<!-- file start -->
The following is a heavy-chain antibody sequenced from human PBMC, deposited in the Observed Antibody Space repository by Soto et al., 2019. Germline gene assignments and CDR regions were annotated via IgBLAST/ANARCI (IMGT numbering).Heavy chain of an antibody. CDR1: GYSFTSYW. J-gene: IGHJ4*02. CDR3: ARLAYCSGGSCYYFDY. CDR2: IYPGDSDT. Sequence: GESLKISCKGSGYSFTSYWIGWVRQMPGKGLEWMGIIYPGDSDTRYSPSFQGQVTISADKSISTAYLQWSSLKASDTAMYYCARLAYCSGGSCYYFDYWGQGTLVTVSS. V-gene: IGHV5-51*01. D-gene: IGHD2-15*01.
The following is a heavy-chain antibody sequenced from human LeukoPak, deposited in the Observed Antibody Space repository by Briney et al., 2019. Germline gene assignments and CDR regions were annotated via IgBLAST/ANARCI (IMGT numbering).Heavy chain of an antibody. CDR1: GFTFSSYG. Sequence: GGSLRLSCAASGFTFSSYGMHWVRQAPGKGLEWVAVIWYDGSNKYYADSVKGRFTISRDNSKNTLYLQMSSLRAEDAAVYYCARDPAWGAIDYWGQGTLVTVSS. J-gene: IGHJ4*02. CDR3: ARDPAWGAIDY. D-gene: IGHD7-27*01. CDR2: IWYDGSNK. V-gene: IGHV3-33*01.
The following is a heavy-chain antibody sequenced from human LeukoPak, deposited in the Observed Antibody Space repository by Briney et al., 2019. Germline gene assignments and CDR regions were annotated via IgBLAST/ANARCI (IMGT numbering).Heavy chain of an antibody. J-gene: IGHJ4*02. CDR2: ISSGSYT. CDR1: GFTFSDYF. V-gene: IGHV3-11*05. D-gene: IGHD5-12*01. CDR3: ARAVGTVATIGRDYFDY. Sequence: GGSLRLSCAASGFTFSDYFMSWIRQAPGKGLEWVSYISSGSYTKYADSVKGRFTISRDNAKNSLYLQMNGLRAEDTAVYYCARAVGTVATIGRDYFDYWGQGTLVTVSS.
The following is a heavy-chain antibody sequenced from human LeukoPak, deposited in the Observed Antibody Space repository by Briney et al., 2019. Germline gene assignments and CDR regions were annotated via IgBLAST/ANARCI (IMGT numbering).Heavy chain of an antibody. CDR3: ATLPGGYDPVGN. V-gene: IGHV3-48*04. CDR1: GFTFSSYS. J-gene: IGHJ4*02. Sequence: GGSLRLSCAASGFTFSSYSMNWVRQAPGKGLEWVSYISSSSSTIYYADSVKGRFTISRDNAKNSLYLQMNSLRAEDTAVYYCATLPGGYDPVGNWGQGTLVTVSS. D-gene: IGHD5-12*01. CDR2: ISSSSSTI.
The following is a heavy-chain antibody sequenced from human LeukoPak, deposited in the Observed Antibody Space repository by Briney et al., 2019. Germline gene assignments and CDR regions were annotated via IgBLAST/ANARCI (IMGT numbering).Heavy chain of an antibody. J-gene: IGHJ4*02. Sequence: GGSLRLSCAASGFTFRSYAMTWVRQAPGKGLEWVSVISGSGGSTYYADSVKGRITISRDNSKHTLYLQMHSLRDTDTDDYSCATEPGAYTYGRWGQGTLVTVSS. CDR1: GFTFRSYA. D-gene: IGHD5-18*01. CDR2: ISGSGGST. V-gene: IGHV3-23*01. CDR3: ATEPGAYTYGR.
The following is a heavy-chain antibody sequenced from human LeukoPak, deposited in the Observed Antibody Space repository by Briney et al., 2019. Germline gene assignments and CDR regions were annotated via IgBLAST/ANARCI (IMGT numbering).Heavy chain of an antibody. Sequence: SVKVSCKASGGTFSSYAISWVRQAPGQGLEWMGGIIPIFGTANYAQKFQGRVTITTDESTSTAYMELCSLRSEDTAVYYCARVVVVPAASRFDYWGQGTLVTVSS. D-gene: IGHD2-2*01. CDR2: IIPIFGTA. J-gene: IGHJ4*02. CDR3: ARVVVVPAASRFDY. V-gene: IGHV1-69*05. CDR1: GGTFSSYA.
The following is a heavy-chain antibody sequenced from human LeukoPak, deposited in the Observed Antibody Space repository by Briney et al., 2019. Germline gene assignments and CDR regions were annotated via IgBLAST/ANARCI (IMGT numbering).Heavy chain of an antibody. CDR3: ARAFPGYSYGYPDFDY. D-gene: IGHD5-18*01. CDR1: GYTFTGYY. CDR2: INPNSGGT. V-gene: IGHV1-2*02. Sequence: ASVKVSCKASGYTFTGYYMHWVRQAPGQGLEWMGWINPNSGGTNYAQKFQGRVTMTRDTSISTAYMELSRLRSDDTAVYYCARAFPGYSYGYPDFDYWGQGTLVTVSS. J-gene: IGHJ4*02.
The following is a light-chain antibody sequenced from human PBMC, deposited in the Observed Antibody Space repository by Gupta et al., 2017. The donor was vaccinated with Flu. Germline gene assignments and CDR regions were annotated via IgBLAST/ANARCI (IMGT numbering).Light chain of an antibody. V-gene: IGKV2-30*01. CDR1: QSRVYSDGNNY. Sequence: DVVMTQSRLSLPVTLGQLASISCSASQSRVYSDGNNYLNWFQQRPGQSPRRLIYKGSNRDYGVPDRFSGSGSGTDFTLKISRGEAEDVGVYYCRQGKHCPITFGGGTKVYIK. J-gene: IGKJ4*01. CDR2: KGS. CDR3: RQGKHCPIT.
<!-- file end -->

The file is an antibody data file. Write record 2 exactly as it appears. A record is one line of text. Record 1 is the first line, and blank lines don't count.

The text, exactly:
The following is a heavy-chain antibody sequenced from human LeukoPak, deposited in the Observed Antibody Space repository by Briney et al., 2019. Germline gene assignments and CDR regions were annotated via IgBLAST/ANARCI (IMGT numbering).Heavy chain of an antibody. CDR1: GFTFSSYG. Sequence: GGSLRLSCAASGFTFSSYGMHWVRQAPGKGLEWVAVIWYDGSNKYYADSVKGRFTISRDNSKNTLYLQMSSLRAEDAAVYYCARDPAWGAIDYWGQGTLVTVSS. J-gene: IGHJ4*02. CDR3: ARDPAWGAIDY. D-gene: IGHD7-27*01. CDR2: IWYDGSNK. V-gene: IGHV3-33*01.